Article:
Monsanto aims to use CRISPR to engineer food

Posted Sep 29, 2016 by Tim Sandle
Agricultural biotech company Monsanto has licensed the use of the cutting edge CRISPR-Cas genome-editing technology for food production.
CRISPR -  revolutionary new tool to cut and splice DNA.
CRISPR - revolutionary new tool to cut and splice DNA.
UC Berkeley
Monsanto has licensed the gene editing technology from the Broad Institute at Harvard University and MIT. The aim is to use the emerging technology to produce crops such as corn and soybeans. The aim is to ensure these crops are more resistant to diseases and more robust to environmental changes, such as drought.
This is based on CRISPR technology. The technique enables researchers to remove and replace bits of DNA in a precise way. CRISPR is an acronym for “Clustered regularly-interspaced short palindromic repeats.”
Digital Journal has run an in-depth article on the technology; here it is explained: “CRISPR is based on the functionality of a bacterium’s immune system. With this defensive mechanism, parts of viruses that infect bacteria are retained within the bacterial genome. This allows the bacterium to later recognize and defend itself against viral infections in the future.”
The technique is seen as a potential tool for helping to overcome world hunger (this is featured in an informative Digital Journal article by Karen Graham).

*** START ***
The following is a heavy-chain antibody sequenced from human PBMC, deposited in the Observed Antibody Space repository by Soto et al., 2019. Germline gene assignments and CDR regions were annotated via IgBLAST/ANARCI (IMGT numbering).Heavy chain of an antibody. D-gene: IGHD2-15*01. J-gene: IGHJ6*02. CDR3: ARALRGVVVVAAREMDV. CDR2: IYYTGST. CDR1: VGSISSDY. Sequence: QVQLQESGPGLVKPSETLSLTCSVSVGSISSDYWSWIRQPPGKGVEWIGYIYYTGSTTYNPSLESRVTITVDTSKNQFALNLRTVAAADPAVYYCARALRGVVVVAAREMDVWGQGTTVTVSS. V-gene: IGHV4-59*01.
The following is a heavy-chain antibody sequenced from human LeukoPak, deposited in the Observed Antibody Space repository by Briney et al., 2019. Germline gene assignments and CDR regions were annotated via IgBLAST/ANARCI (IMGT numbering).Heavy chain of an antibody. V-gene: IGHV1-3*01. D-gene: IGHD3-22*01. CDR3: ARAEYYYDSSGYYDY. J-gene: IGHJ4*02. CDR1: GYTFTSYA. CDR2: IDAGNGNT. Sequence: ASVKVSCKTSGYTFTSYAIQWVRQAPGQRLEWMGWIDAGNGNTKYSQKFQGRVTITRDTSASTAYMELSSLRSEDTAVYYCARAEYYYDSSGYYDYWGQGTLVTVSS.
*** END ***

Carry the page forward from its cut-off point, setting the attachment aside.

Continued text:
With the new genetically modified food news, in discussion with New Scientist magazine Tom Adams, who is Monsanto’s head of biotechnology, has said why CRISPR is key to his company’s aims: “Getting more productivity out of less acres with less inputs is clearly a critical thing for humanity. And gene editing is another tool that can help us accelerate that.”
The use of genetically modified organisms to genetically modified food is controversial, not least because of the risk of releasing modified genetic material into the environment. This is a subject of concern with many environmental organizations, such as Greenpeace. Here the environmental campaign group states:
“These genetically modified organisms (GMOs) can spread through nature via cross-pollination from field to field and interbreed with natural organisms, thereby making it impossible to truly control how genetically engineered modified crops spread. GMOs cannot be recalled once released into the environment.”
As a counter to this, English biochemist and molecular biologist Sir Richard Roberts has recently sent a letter to environmental organizations calling for greater dialogue about genetically modified foods. Here the academic is very critical of those environmental groups that he sees as blocking progress in relation to the use of GMOs in food production. In an interview with the European Union website EUractiv, he says: “Many people in the developing world are deliberately being denied the opportunity to use modern agricultural techniques to raise their quality of life.”
As an example, Sir Richard Roberts adds: “Just golden rice alone, if its development was not being hampered, has the possibility to save many children from blindness and developmental defects. Currently, as many as two million children die every year from vitamin A deficiency.”
In related news there is set to be an expensive and long-running patent dispute with respect to CRISPR technology as different parties fight for the right to use it (based on the matter of ‘who really invented it and which university should patent it?’) With this, according to Nature magazine, the U.S. Patent and Trademark Office must consider in the fight over CRISPR–Cas9 gene editing.